Faust has worked with pianist Alexander Melnikov for many years, during which time they recorded sonatas by Wolfgang Amadeus Mozart, Ludwig van Beethoven, and Johannes Brahms.


Maxim Rysanov

Grammy nominated Ukrainian-British violist and conductor Maxim Rysanov has established himself as one of the worldʼs most vibrant and charismatic musicians. As a violist, he is principally known as a frequent guest of the crème of the international music scene, such as BBC Last Night of the Proms and the festivals of Edinburgh, Salzburg and Verbier.

Maxim Rysanov enjoys a busy career as a conductor parallel to playing the viola. His enthusiasm for new music generates many exciting collaborations which extend the viola repertoire. This includes world premieres by Dobrinka Tabakova, Pēteris Vasks, among others.

Maxim Rysanov is a recipient of various awards, including the Gramophone Young Artist of the Year Award and the BBC Radio 3 New Generation Award. He is also a prize-winner at the Geneva, Lionel Tertis and Valentino Bucchi competitions.

He plays on a 1780 Giuseppe Guadagnini Viola known as 'II Soldato', on private loan that was kindly arranged by Premiere Performances of Hong Kong.



Violinist and GRAMMY® Award winner Maxim Vengerov is hailed as one of the world's finest musicians, as well as an internationally recognized conductor.

He began his violin career at the age of five. At 10, he had already toured abroad and at the age of 15, he won the international Carl Flesch Competition in London, which sent his career skyrocketing. As a young man, Vengerov was very close with legendary cellist Mstislav Rostropovich, as well as pianist/conductor Daniel Barenboim, one of his early mentors.

In the last couple of seasons, Vengerov has performed as a soloist and/or conductor with several of the largest orchestras, including the New York Philharmonic, the Berlin Philharmonic, the London Symphony Orchestra, the BBC Symphony Orchestra, the Chicago Symphony Orchestra, and others.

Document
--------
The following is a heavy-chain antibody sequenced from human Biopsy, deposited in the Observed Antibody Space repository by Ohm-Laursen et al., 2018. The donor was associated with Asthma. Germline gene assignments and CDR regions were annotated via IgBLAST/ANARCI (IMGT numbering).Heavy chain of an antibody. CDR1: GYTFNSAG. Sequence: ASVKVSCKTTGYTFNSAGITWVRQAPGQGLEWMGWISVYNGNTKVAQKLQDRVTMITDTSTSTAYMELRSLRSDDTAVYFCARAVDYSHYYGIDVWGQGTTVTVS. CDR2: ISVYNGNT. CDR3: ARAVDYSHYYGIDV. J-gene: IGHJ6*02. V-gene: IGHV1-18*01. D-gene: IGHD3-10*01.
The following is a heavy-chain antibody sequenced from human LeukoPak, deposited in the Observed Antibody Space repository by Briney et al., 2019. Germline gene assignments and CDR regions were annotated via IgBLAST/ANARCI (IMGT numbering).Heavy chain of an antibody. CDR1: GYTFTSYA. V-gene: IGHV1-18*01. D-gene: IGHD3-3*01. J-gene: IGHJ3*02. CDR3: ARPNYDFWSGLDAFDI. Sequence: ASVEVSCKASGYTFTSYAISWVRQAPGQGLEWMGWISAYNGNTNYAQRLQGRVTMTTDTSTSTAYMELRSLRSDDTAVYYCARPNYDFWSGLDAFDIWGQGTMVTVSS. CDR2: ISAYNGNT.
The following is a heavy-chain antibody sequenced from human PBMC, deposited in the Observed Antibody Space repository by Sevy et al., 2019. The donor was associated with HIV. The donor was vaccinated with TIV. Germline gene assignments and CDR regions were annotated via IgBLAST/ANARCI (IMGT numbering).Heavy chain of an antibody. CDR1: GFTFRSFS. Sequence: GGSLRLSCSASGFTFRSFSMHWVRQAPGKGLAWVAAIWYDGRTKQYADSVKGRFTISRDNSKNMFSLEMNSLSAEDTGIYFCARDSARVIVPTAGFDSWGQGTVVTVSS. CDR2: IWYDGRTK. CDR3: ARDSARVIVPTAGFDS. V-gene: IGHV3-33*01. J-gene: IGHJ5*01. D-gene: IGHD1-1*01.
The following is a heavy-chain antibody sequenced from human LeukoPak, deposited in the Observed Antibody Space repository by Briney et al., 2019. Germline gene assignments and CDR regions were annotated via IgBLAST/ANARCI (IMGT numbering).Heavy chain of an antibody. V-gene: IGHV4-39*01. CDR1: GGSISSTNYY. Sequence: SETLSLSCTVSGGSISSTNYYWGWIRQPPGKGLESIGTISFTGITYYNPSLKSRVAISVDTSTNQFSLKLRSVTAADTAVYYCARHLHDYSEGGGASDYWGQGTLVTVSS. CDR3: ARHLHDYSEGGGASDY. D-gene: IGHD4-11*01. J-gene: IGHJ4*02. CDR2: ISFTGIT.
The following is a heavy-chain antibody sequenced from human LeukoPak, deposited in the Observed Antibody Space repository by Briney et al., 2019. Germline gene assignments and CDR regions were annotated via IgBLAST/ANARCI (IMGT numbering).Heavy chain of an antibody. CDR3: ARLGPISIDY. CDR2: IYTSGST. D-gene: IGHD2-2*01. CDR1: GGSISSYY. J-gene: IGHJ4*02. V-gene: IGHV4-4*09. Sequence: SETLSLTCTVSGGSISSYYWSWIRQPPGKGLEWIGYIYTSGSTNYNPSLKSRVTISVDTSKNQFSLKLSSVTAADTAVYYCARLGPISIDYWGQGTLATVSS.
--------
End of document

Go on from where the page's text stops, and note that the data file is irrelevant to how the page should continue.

His goal has always been to use music as a way to connect with other people and other cultures. In 1997, he was named International Goodwill Ambassador by UNICEF—the first classical musician ever to receive the honor.
Today, Vengerov says he sees music as a kind of refuge from the fast-paced modern world: It has the power of healing because we learn something not only about music but about ourselves… We need to return to the roots, and we should not cut ourselves off from the source.

As a dedicated lecturer, he is affiliated with Mozarteum University in Salzburg, as well as the Royal College of Music in London. 

Maxim Vengerov plays on an ex-Kreutzer Stradivari from 1727. 


Oh Land, singer

Danish singer and composer Nanna Øland Fabricius, aka Oh Land, wrote and produced her first album, Fauna, in 2008 following a back injury that destroyed her ballet career. Since then Oh Land has released four studio albums and toured the world many times, both headlining and opening for such acts as Katy Perry and Sia. As a songwriter she has worked with Pharrell, Sia, John Legend and Tricky, to name a few.

Oh Land also composes music for film, theater and the classical music world. She has performed with Lang Lang and Joshua Bell at Carnegie Hall in New York City, and orchestrated concerts for the Danish Symphony orchestra in her native country of Denmark. She collaborated with the Queen of Denmark to create a ballet for the Danish Theatre (2016); created the music for Watermusic, a multimedia performance for over 15,000 people at Randers Harbor combining architecture, dance and music (2017), as well as creating the musical score for the exhibition “The Ship” at Nikolaj Kunsthal in collaboration with Eske Kath. Most recently she reimagined the Danish National Anthem as a dark, dystopian theme song for the new Netflix sci-fi hit “The Rain”.